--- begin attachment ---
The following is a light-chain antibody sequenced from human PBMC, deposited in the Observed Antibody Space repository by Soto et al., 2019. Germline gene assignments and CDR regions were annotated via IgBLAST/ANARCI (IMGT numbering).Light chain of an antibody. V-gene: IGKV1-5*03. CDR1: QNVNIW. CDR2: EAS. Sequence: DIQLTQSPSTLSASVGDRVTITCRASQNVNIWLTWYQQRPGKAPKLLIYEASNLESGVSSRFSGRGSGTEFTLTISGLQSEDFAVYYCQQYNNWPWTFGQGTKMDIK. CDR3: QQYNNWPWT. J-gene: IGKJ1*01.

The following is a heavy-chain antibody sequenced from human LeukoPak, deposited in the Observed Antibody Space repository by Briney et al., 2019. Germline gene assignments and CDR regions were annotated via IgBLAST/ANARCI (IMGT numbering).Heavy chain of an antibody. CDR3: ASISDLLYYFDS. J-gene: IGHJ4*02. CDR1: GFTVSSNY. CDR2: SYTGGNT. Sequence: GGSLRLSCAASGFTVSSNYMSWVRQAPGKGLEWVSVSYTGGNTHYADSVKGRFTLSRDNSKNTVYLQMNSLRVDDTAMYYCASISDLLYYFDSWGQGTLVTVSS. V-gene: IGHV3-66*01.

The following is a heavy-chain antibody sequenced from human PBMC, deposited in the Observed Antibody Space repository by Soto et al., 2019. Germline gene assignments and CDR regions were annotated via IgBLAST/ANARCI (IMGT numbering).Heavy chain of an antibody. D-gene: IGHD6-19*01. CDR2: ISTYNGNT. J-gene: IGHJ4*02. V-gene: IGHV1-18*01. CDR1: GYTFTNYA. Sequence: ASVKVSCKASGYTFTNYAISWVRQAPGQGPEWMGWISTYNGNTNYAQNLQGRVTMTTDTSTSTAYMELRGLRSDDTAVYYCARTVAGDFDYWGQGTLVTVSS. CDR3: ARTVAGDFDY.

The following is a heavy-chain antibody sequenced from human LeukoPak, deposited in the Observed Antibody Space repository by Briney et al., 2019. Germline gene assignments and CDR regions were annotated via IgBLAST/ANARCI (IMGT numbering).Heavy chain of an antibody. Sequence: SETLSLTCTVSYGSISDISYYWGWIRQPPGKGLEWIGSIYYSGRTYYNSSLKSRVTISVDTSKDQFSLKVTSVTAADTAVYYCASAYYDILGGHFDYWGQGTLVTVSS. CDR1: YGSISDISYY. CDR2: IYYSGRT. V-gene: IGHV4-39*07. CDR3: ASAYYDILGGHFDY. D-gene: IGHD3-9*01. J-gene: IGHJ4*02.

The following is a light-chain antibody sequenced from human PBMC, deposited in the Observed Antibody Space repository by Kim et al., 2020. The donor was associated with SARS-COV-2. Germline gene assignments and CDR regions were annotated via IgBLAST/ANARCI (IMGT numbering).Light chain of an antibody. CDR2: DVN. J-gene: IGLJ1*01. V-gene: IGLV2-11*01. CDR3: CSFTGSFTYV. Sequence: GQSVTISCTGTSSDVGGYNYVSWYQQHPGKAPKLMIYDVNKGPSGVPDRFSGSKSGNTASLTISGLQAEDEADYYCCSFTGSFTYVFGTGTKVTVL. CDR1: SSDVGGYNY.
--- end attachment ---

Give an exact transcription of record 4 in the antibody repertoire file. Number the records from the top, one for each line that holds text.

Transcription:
The following is a heavy-chain antibody sequenced from human LeukoPak, deposited in the Observed Antibody Space repository by Briney et al., 2019. Germline gene assignments and CDR regions were annotated via IgBLAST/ANARCI (IMGT numbering).Heavy chain of an antibody. Sequence: SETLSLTCTVSYGSISDISYYWGWIRQPPGKGLEWIGSIYYSGRTYYNSSLKSRVTISVDTSKDQFSLKVTSVTAADTAVYYCASAYYDILGGHFDYWGQGTLVTVSS. CDR1: YGSISDISYY. CDR2: IYYSGRT. V-gene: IGHV4-39*07. CDR3: ASAYYDILGGHFDY. D-gene: IGHD3-9*01. J-gene: IGHJ4*02.